* A plastic milk jug takes 1 million years to decompose. ONE!

* A plastic cup can take 50 - 80 years to decompose.

* Americans use 2.5 million plastic bottles every HOUR.

* Plastic bags and other plastic garbage thrown into the ocean kill as many as 1 million sea creatures every year.

* Today, Americans generate 10.5 million tons of plastic waste a year but recycle only 1 or 2 % of it.

* An estimated 14 billion pounds of trash, much of it plastic is dumped in the world’s oceans every year.

* The worldwide fishing industry dumps an estimated 150,000 tons of plastic into the ocean each year, including packaging, plastic nets, lines, and buoys.

* Each of us creates 1,500 lbs of trash every year that has to be disposed of . . . much of it could be recycled.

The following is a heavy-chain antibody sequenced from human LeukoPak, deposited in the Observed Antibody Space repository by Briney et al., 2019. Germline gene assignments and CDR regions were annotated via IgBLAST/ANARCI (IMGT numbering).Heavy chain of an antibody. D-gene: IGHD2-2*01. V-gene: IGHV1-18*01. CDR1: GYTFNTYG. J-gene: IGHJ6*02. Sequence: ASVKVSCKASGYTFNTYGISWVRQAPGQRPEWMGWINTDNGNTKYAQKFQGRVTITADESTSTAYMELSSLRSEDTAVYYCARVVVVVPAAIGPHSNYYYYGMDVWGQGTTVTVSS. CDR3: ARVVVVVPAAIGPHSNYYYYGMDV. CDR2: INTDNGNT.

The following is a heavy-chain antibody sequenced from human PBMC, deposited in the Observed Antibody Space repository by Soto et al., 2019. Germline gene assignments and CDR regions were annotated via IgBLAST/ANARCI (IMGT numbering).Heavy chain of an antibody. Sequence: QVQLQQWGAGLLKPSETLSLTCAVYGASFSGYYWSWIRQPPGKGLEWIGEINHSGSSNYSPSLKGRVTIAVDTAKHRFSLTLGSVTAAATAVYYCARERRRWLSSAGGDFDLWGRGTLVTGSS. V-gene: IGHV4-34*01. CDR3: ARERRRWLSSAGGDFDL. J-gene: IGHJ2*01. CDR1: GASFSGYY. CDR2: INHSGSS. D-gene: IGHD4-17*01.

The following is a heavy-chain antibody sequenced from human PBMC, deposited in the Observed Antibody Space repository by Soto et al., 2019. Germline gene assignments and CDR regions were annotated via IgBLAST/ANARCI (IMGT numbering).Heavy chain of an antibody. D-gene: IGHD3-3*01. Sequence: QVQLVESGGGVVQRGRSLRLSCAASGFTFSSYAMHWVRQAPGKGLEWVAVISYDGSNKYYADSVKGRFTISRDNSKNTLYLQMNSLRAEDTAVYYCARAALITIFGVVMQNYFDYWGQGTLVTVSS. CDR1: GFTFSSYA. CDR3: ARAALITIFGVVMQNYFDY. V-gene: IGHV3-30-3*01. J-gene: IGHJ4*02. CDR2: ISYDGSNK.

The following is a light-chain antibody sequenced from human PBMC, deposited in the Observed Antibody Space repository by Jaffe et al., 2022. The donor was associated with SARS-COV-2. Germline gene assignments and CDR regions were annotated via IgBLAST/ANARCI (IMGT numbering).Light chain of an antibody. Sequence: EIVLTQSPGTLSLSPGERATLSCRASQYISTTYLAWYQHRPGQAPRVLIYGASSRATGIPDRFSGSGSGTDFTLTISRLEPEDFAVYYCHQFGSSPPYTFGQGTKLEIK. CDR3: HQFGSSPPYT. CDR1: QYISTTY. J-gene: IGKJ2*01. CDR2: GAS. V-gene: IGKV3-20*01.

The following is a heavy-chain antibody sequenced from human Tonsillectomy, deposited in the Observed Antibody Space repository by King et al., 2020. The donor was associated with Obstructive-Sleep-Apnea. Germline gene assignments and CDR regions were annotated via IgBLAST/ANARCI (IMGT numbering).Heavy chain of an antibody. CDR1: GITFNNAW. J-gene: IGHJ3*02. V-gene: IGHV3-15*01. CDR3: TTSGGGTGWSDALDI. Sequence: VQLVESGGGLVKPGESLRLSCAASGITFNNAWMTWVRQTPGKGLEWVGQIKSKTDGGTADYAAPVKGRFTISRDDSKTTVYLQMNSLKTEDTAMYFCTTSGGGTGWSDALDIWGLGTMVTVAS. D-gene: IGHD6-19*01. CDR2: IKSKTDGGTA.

* Every year we make enough plastic film to shrink-wrap the state of Texas.

Now, take a look at what's happening in a region of the Pacific Ocean (between San Francisco and Hawaii) called the North Pacific Gyre:

Recycle all the plastic bottles you possibly can. If the local grocer uses plastic bags, create a recycling box or bin and from time to time return them to the store. The urgency of dealing with this plastic plague cannot be understated. Unchecked, it will eventually find its way onto our dinner plates... if it hasn't already.

Tuesday, April 14, 2009

If you REALLY love tofu... a bit of Metro Green humor

I don't ordinarily watch (or pay much attention to) Fox News but this story made me laugh out loud. Was it the subject matter or the deeply "challenged" news anchors? Hard to say, but on the eve of tax day... here, for your quasi-green amusement: